Wednesday, July 01, 2015

BATMAN (1943)

In this serial, the first big screen appearance of the iconic superhero, wealthy Bruce Wayne (Lewis Wilson) and his teenage ward Dick Grayson (Douglas Croft) fight crime in the identities of the mysterious Batman and Robin. Here, they spend fifteen chapters (roughly 15 minutes each) fighting the evil Japanese Prince Daka (J. Carrol Naish, pictured at right with his thugs holding Batman) as he plots to take over the world from his headquarters behind a "Japanese House of Horrors" attraction. Daka has used a machine that can turn people into his unthinking, obeying zombies to trap Dr. Warren into helping him with his radium-powered ray gun. Warren's niece Linda (Shirley Patterson) goes to her friend Bruce Wayne for help, but he's an indolent playboy who always disappoints her. Of course, we see that in his secret identity of Batman, he's on the case. As in all serials of the era, each chapter ends with a cliffhanger of Batman and/or Robin in mortal danger, and each chapter begins showing how they get out of their predicament and continue to search for Dr. Warren.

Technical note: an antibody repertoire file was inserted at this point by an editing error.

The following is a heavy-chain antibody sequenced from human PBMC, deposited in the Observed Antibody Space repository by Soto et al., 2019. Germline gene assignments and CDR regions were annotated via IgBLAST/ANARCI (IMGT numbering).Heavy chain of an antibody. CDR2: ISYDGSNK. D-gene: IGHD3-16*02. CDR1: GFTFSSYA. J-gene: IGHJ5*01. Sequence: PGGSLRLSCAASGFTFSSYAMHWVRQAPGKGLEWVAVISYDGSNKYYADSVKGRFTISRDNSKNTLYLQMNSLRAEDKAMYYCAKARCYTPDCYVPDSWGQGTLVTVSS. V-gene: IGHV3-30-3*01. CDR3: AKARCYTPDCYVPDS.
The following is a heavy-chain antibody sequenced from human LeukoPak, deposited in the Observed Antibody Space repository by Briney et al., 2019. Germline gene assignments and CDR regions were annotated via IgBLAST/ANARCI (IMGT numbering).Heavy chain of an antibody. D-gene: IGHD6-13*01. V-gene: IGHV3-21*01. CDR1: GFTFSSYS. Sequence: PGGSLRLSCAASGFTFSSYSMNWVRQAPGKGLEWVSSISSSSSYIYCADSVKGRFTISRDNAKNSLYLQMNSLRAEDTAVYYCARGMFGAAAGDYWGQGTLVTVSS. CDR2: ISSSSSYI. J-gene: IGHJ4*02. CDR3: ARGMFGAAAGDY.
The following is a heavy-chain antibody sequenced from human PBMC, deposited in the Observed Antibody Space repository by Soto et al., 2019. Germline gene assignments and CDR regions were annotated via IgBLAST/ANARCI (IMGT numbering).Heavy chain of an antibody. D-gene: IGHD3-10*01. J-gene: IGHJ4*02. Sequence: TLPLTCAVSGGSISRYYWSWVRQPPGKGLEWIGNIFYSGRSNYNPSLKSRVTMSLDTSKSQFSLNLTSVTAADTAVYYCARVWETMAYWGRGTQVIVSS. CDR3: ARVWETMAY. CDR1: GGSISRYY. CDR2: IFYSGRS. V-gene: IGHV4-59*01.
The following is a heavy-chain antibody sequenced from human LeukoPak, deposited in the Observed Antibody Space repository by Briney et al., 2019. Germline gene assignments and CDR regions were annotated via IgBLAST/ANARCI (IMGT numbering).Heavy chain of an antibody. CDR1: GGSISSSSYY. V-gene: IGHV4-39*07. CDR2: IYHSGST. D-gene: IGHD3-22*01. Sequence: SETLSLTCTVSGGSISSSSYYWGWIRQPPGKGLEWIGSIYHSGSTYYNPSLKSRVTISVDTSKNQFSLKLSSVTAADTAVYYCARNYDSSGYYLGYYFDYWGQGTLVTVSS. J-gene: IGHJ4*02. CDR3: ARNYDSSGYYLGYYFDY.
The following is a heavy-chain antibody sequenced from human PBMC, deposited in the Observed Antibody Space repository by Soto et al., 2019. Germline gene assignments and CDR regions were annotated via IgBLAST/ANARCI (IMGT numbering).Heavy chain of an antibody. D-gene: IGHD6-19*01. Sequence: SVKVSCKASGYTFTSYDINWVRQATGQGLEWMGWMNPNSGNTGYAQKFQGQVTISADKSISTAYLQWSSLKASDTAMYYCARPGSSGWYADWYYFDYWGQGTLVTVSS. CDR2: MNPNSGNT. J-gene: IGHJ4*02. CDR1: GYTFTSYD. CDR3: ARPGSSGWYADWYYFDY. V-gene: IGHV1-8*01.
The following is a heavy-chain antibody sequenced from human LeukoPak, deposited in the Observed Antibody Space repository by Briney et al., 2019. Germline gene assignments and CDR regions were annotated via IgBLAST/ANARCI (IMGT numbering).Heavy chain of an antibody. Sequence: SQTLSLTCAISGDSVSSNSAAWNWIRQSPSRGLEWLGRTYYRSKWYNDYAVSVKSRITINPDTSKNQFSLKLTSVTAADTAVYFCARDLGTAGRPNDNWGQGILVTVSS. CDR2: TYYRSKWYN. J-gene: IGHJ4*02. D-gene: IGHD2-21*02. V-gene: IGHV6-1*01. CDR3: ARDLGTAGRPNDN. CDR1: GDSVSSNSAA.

As serials go, this is not bad, though there are several obstacles to current-day audiences' full enjoyment: Batman's costume is ill-fitting and a little shoddy at times (not to mention the occasional sweat stains); there is no Batmobile, just a plain old sedan; the Batcave is very small and its atmosphere consists mostly of small bats flitting around; being issued during WWII, its treatment of Daka is unapologetically racist. But there are positives for folks who are already serials fans: the cliffhangers are fun, as are the fisticuffs; there's a alligator pit; the "Japanese House of Horrors" is a nifty concoction, though not used as much as it could be; Wilson makes for a particularly shallow Bruce Wayne, much to the irritation of Linda; the thickly wavy-haired Croft makes for an athletic Robin; William Austin plays Alfred the butler as goofy comic relief, which is different from the usual approach; the scuba-head zombie invention (see picture at left with Shirley Patterson becoming zombified) is fun. For a couple of chapters, in an unusual development for a serial, Bruce Wayne takes on the identity of Chuck White, a small-time thug who comes looking for a job with Daka’s men. There’s also a backwoods prospector who enlivens a chapter. Generally, I’d say this is not the serial to start with if you’ve never seen one, but if you’re already a fan, it’s a must-see. In the mid-60s, at the dawn of the camp era and just before the Batman TV show began airing, all 15 chapters were shown theatrically in one showing as "An Evening with Batman and Robin" for audiences to laugh and heckle at. [TCM]

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